Assembly and Operation of an Acoustofluidic Device for Enhanced Delivery of Molecular Compounds to Cells

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Efficient intracellular delivery of biomolecules is required for a broad range of biomedical research and cell-based therapeutic applications. Ultrasound-mediated sonoporation is an emerging technique for rapid intracellular delivery of biomolecules. Sonoporation occurs when cavitation of gas-filled microbubbles forms transient pores in nearby cell membranes, which enables rapid uptake of biomolecules from the surrounding fluid. Current techniques for in vitro sonoporation of cells in suspension are limited by slow throughput, variability in the ultrasound exposure conditions for each cell, and high cost. To address these limitations, a low-cost acoustofluidic device has been developed which integrates an ultrasound transducer in a PDMS-based fluidic device to induce consistent sonoporation of cells as they flow through the channels in combination with ultrasound contrast agents. The device is fabricated using standard photolithography techniques to produce the PDMS-based fluidic chip. An ultrasound piezo disk transducer is attached to the device and driven by a microcontroller. The assembly can be integrated inside a 3D-printed case for added protection. Cells and microbubbles are pushed through the device using a syringe pump or a peristaltic pump connected to PVC tubing. Enhanced delivery of biomolecules to human T cells and lung cancer cells is demonstrated with this acoustofluidic system. Compared to bulk treatment approaches, this acoustofluidic system increases throughput and reduces variability, which can improve cell processing methods for biomedical research applications and manufacturing of cell-based therapeutics.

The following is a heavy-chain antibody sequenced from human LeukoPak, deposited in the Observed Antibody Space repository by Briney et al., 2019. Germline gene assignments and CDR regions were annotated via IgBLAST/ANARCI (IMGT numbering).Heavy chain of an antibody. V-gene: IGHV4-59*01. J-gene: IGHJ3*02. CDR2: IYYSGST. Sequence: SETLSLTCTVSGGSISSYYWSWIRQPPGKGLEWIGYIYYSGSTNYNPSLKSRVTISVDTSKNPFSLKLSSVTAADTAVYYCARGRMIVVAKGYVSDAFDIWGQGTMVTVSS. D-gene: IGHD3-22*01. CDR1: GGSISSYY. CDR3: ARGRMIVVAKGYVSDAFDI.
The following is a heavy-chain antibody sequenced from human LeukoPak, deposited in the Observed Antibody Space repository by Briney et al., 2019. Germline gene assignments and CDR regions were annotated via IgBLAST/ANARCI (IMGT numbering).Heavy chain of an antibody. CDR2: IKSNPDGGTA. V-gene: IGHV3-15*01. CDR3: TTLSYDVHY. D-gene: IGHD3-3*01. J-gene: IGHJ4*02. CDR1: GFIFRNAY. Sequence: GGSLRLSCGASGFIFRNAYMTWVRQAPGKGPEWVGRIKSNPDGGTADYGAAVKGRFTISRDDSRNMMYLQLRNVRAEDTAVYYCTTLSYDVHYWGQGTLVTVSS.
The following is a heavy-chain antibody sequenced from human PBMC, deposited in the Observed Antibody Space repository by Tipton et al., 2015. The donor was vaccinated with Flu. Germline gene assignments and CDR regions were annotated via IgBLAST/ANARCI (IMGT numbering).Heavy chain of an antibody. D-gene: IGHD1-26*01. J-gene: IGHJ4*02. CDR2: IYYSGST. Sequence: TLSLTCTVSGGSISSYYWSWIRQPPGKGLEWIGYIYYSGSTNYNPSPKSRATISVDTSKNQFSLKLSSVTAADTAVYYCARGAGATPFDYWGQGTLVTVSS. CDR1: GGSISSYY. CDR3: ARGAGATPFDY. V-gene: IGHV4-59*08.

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Centner, C.S., Murphy, E.M., Stamp, B.F., Priddy, M.C., Moore, J.T., Bates, P.J., Menze, M.A., Yaddanapudi, K., Kopechek, J.A. "Assembly and Operation of an Acoustofluidic Device for Enhanced Delivery of Molecular Compounds to Cells." 2021 Journal of Visual Experiments (JoVe) (167), e62035, doi:10.3791/62035.





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